The township is completely within a tract of Maine Public Reserve Land and lies immediately south of Rainbow Township, host to the next northerly section of the Appalachian Trail. Traveling south, hikers encounter Nesuntabunt Mountain and Nahmakanta Lake that reaches back into Rainbow Township.
According to a 1960 survey,
Nahmakanta (Abenaki for “plenty of fish”) is a large, deep, coldwater lake. Much of the shoreline is strewn with large granite boulders and there are several beaches of clean, sharp, granite gravel. The surrounding mountains, uncut forests, and unspoiled lake make this one of the beauty spots of Maine. A sporting camp is located on one of the largest sand beaches at the northwest end of the lake.
Nahmakanta Lake Camps have served sportsmen since 1870. While privately owned, the camps sit on land owned by the State of Maine and which surrounds the lake.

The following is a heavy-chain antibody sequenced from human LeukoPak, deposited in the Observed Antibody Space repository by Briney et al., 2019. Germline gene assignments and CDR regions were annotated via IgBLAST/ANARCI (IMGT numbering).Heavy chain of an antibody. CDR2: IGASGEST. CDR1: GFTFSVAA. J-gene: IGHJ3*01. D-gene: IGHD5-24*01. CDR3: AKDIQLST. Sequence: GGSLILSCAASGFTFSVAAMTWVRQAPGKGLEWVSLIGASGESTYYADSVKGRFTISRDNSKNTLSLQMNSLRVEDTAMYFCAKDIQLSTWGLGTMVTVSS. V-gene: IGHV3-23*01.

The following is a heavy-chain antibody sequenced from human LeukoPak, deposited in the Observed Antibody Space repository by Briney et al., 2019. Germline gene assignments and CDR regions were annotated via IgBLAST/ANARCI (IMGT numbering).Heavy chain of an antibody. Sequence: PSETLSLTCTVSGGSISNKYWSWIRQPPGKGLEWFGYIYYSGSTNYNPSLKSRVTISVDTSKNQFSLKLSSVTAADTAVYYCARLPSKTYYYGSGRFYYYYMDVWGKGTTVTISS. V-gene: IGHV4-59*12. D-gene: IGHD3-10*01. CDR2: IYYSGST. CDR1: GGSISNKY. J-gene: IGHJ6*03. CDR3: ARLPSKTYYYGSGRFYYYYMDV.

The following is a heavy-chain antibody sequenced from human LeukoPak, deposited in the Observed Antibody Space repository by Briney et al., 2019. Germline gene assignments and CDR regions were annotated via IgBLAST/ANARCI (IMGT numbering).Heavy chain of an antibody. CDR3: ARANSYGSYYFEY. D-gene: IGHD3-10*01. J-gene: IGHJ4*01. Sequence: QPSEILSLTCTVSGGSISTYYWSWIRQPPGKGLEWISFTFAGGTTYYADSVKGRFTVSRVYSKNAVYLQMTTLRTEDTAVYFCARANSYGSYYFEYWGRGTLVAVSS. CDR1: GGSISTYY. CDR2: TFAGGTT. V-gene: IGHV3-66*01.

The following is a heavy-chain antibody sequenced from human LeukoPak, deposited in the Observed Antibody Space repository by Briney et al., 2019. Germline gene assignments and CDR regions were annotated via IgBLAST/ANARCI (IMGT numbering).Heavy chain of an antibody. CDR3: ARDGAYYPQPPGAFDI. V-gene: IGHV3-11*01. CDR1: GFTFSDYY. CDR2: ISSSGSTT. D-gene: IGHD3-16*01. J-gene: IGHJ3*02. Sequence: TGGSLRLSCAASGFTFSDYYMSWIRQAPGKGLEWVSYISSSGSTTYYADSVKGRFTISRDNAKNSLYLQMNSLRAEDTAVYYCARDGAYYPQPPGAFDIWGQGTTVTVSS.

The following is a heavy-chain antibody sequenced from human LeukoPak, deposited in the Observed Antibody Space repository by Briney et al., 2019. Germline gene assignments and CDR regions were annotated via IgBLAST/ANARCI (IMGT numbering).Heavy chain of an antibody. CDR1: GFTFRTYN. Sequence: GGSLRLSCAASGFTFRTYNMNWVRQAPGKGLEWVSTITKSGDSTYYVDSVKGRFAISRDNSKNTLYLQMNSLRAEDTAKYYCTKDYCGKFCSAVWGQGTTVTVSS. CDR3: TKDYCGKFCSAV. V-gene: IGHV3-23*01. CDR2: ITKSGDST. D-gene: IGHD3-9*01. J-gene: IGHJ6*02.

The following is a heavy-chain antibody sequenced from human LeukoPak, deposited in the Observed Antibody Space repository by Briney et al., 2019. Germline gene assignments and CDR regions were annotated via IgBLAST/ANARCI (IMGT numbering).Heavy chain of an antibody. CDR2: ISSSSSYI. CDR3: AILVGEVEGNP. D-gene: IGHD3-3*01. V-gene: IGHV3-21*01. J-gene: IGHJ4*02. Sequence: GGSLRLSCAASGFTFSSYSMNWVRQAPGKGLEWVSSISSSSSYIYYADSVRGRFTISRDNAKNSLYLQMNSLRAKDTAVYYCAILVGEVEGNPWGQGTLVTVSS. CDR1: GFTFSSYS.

The AT (red dots on the map) travels basically east-west south of the lake and Nahmakanta Stream. The lake shore has several camps and cabins serving those who wish to engage in fuishng , boatng, or observing the local wildlife.
About a dozen smaller ponds and most of Fourth Debsconeag Lake dot the landscape. The township is accessible by improved road from Maine Route 11 in T4 R9 NWP, then to the Jo-Mary Road, which begins near Upper Jo-Mary Lake in TA R10 southeast of T1 R11.
Photos and slide show images courtesy of Brady G. Williams, 2007
Arlen, Alice. In the Maine Woods.
Maine. Bureau of Parks and Lands. Nahmakanta. Maine Bureau of Parks and Lands, Department of Conservation. Augusta, Me. Maine Bureau of Parks and Lands. [199-?]. NOTE: 1 map : col.; 26 x 33 cm. on sheet 28 x 43 cm., folded to 11 x 10 cm. Relief shown by contour lines. Text titled “About Nahmakanta,” “Enjoy your public lands,” and “Leave no trace,” illustrated, and col. maps on verso. (University of Maine, Raymond H. Fogler Library, Orono Special Collections.)